Scottish Government Commits to Working With Communities over HPMAs

Highly Protected Marine Areas (HPMAs) have been fiercely debated in the Scottish Parliament this week. A central part of the Bute House agreement ensuring Scottish Green Party participation in the SNP led Scottish Government , HPMAs, if implemented, will greatly impact the economies and populations of island and coastal communities. What’s being said? and What happens next?

Opposition parties have been quick to jump on HPMAs as a means to attack environment policies being pursued by the Green supported SNP Government. Two debates were held in the Scottish Parliament on the 2nd and 3rd of May with some SNP MSPs breaking ranks to declare their opposition to the imposition of HPMAs , as they currently stand.

In Tuesday’s debate, brought by the LibDem MSP for the Shetland Constituency, Beatrice Wishart, she said that HPMAs had “struck fear and anxiety into coastal and island communities.”

The Scottish Government published and extended the closing date for a consultation on HPMAs which Orkney Islands Council eventually realised the importance of and belatedly sent in their views attacking the policy. Managing Our Seas: Community v Government

Fishing communities on the West Coast of Scotland have been more proactive in their opposition possibly because this policy is more likely to impact them the most. Protest Song Sailing Strong in the Charts

The First Minister of Scotland, Humza Yousaf, has stated that no HPMAs will be imposed on island and coastal communities without their consent.

head and shoulders shot of Alasdair Allan

Alasdair Allan the SNP MSP who represents Na h- Eileanan an Iar, said of the fears that he has come across in his community:

 “I have never known my constituency to be apparently so unanimously opposed to any single policy as this one in all my time serving as their MSP. That opposition is not only from those who are involved in the fishing industry—literally everyone locally who has spoken or written to me on the issue has expressed total opposition to the proposals as they stand.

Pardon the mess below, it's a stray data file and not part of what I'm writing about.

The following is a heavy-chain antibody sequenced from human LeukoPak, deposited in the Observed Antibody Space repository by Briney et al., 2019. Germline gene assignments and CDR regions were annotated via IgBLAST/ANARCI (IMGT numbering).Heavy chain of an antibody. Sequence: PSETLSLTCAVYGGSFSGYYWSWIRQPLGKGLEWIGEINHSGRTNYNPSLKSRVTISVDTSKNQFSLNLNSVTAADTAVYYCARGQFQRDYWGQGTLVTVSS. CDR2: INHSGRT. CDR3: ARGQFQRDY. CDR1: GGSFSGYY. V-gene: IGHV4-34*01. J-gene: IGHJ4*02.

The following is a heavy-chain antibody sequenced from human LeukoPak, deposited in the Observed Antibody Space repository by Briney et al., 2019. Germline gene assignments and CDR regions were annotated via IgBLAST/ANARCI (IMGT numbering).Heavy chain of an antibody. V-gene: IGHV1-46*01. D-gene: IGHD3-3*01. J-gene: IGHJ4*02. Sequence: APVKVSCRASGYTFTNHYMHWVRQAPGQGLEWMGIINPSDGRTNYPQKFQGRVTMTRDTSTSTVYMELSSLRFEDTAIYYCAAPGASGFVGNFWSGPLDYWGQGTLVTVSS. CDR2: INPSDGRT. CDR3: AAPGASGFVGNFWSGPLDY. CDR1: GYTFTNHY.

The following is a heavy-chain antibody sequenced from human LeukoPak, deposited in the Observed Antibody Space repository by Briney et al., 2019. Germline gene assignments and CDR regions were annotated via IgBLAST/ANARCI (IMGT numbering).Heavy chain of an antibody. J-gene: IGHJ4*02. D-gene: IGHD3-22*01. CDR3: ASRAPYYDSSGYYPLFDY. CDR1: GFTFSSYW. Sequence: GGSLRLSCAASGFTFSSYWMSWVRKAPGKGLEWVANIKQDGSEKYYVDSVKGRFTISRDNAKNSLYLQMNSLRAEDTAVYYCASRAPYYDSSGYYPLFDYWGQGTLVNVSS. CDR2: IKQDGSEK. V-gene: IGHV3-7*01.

“If the measures are implemented, they would, I believe, disproportionately punish low-impact and more sustainable forms of fishing. As sites are not due to be selected for another two years, I am afraid that the issue will be hanging over each and every coastal community between now and when those decisions are taken.

“Fishers and others who rely on the sea to make their living fully recognise the need to tackle biodiversity loss, and that loss is certainly real, but nobody with whom I have spoken in the islands believes that a blunt approach is the best way to go. I question how any such approach would, in the end, be compatible with the Scottish Government’s commendable drive to tackle rural depopulation, as well as with the overall aims and commitments that are set out in “The National Islands Plan”.

Another SNP MSP, Fergus Ewing, who represents, Inverness and Nairn, has also been very vocal in his opposition to the policy, even tearing up the actual consultation document during the debate. He said he had not come across anger like it in 49 years. He wants the Minister to apologise to the fishing communities and go back, starting again , this time working with those communities.

The Scottish Greens are sticking to their promotion of HPMAs as the only way to protect our marine environment. Ariane Burgess who represents the Highlands and Islands believes that Scotland is ‘failing in its legal duty to maintain our seas to good environmental status. ‘

HPMAs might be political hot potatoes in Scotland but they are also coming to the seas in England and are being promoted by the UK Tory Government – the same policies now opposed by Tory MSPs in the Scottish Parliament.

The UK Government intends to designate the first three Highly Protected Marine Areas (HPMAs) in English waters before 6 July 2023. This decision was reached after the UK Government  consultation on five HPMA candidate sites.

The three sites are:

  • North East of Farnes Deep
  • a modified version of Allonby Bay
  • a modified version of Dolphin Head